Mitchell Morfas is a junior at Hellenic College Holy Cross Greek Orthodox School of Theology in Brookline, Massachusetts where he is currently working towards a Bachelors of Arts in Religious Studies and a minor in Literature and History. He also teaches with HCHC’s Hope and Joy Youth Ministry Program and works as a school photographer and content writer. When not in school Mitchell lives in Knoxville, Tennessee with his family and attends St. Anne's Orthodox Church.
“Tradition” and “youth” aren’t words that generally go hand in hand. Before Pink Floyd’s iconic 1979 hit, “Another Brick in the Wall pt. II, ” which contains lyrics such as, “We don’t need no education, We don’t need no thought control”, the portrayal of the stereotypical “youth” brought to mind fast cars, broken curfews, and Rock ‘n’ Roll. Even St. John Chrysostom, writing in fourth-century Constantinople, notes that of the youth, “no one knows any Psalm but it seems a thing to be ashamed of even, a mockery and a joke…”
Consequently, the conversation between the Church and its youth is not a new one but one that seems to be rehashed with the ever-changing secular environment with which we live. Today, Chrysostom’s concern of the youth not knowing the Psalms has to contend with a smorgasbord of other secular issues that now face Orthodox Christianity and its young adherents.
In a world that increasingly seems to buck tradition, the Church is tasked with reaching out to a diverse and dynamic group of young Orthodox individuals—some of whom don’t even know the Church, let alone the sacred Psalms that St. John held so dear. With this in mind, modern Orthodox Christians (clergy and laity alike) can feel like they are caught between a rock and a hard place, asking themselves how they (and the Church they constitute) can relate, connect, and inspire a generation that is seen by social scientists as independent, open-minded, and maybe a bit self-absorbed. As a member of this generation myself, I can concur: the task at hand is not an easy one, especially considering the varying rates with which the Orthodox Church and secular society change.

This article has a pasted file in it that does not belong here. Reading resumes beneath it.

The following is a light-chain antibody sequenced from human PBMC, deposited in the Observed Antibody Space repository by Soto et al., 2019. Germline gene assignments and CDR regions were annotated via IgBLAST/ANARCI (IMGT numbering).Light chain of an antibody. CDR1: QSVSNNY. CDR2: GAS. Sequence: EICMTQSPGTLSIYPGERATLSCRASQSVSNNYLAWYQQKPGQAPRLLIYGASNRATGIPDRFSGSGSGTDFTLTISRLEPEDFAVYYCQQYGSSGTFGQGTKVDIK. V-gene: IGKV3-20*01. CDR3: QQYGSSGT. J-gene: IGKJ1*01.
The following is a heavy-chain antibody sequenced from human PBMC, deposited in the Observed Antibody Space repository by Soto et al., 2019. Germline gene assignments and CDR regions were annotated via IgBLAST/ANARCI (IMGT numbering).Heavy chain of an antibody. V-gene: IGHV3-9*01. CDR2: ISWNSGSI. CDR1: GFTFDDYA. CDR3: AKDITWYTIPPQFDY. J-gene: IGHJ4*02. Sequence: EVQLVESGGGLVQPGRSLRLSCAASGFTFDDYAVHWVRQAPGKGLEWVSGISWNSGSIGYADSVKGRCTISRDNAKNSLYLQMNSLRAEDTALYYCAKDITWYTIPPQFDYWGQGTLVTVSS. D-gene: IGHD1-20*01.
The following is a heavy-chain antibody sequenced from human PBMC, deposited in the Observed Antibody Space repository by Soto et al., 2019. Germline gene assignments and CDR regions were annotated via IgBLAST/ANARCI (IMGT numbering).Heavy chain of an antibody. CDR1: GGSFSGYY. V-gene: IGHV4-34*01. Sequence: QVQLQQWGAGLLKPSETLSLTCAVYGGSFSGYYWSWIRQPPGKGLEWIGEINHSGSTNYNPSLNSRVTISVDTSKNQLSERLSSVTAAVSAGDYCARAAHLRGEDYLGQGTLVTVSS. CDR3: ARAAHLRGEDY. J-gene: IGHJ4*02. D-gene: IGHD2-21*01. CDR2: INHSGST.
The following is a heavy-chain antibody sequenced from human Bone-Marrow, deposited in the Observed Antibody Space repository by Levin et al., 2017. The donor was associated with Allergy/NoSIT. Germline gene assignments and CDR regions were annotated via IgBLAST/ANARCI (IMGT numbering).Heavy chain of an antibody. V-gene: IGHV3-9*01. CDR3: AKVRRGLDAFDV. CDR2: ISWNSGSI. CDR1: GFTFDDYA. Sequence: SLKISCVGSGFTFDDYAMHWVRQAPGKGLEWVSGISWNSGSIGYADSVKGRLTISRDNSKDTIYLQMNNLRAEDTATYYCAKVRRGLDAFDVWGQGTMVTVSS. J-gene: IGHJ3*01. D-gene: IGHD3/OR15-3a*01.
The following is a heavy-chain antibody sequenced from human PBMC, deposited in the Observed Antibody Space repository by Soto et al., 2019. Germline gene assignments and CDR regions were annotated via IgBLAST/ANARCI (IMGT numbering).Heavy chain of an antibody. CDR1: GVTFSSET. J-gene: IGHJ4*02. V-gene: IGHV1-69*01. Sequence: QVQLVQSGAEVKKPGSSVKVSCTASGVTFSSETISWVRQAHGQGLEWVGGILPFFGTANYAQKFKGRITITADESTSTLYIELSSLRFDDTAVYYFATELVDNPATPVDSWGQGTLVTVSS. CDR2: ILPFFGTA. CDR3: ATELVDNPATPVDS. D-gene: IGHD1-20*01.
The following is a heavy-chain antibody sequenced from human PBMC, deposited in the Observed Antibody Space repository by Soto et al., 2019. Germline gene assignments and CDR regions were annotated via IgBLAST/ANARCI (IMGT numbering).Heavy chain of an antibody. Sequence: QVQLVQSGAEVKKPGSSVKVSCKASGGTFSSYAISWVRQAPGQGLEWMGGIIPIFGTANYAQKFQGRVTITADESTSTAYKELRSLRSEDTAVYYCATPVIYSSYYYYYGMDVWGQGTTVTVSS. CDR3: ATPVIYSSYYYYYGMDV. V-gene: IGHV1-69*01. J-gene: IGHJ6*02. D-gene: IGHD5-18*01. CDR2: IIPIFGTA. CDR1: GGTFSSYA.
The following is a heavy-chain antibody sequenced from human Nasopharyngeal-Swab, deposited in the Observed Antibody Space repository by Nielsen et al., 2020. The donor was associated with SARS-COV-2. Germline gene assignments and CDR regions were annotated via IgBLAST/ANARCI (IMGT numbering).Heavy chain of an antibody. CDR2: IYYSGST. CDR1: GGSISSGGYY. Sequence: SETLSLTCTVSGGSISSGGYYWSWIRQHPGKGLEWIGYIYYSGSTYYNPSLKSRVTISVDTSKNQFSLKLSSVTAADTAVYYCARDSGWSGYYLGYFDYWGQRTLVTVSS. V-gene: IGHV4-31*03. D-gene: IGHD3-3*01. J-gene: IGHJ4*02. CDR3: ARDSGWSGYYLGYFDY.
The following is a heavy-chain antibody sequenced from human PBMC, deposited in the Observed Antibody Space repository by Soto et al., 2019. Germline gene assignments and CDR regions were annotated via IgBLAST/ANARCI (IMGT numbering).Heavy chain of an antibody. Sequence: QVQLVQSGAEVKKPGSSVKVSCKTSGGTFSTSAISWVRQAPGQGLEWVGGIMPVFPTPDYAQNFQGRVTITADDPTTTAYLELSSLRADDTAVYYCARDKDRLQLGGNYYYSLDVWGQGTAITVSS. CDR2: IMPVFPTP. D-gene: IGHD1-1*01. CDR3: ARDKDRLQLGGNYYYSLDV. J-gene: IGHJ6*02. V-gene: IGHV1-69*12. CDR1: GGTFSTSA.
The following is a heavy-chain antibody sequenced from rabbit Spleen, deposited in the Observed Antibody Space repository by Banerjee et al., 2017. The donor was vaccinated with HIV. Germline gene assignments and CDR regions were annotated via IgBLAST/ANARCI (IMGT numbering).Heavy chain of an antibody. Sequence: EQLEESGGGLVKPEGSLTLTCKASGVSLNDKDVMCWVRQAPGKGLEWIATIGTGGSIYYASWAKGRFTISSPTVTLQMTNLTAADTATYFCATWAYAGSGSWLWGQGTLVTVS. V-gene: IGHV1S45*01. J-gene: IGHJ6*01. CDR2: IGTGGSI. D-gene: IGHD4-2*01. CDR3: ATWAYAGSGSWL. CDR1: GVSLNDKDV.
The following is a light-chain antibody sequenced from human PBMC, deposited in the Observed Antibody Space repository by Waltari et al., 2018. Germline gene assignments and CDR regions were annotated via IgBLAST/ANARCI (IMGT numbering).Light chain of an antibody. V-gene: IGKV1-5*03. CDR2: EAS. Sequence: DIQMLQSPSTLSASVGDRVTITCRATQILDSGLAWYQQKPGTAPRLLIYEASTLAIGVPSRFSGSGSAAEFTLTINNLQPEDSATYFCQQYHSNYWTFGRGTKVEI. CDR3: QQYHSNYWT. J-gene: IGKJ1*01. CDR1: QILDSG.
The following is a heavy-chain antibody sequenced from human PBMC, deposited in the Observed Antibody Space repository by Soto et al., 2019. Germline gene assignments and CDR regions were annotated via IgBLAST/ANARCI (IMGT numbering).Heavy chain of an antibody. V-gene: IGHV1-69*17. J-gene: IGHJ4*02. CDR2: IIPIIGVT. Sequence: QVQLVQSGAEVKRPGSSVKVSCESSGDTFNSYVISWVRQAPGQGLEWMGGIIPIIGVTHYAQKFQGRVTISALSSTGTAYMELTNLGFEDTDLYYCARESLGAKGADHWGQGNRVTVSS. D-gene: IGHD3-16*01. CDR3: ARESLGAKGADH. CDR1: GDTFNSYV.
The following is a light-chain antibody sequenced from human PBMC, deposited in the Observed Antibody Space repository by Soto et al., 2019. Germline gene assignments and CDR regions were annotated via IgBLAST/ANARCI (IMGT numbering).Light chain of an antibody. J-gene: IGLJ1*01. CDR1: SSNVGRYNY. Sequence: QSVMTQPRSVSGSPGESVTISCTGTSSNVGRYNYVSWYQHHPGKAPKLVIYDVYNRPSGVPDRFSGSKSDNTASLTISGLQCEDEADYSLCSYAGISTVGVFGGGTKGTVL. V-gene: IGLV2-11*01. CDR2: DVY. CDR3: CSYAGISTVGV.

Then how is a connection made without compromise? Perhaps the two greatest levels where a connection can be made are the sacramental and communal levels, with each one complementing the other: participating in the sacraments of the church unites us to the body of Christ, consequently bringing us into communion with the rest of Christ’s church. In this way, so too do confession, unction, marriage and other sacraments create unity and community.
While the sacraments can bring youth into the greater church community, so too can community bring youth into the sacramental fold. Youth and young adult ministries such as camps, conferences, mission trips, and other community events can help bring youth into communion with one another and with the body of the Church.
Additionally, providing the right answers to such an innately curious group (with social scientists deeming us the “Why?” generation) is imperative in bridging the seemingly large chasm that can exist between the Church and her youth. Indeed the task can seem difficult, but with each difficult question answered and with every youth retreat that commences, a number of new youthful souls find their way into the body of Christ.
In closing, it seems only fitting to return to the fourth century and to St. John Chrysostom’s quotation on the youth and the Psalms: “The matter of instruction is a sort of fountain. Teach him to sing those Psalms which are so full of the love of wisdom. When in these you have led him on from childhood, little by little you will lead him forward even to the higher things.”
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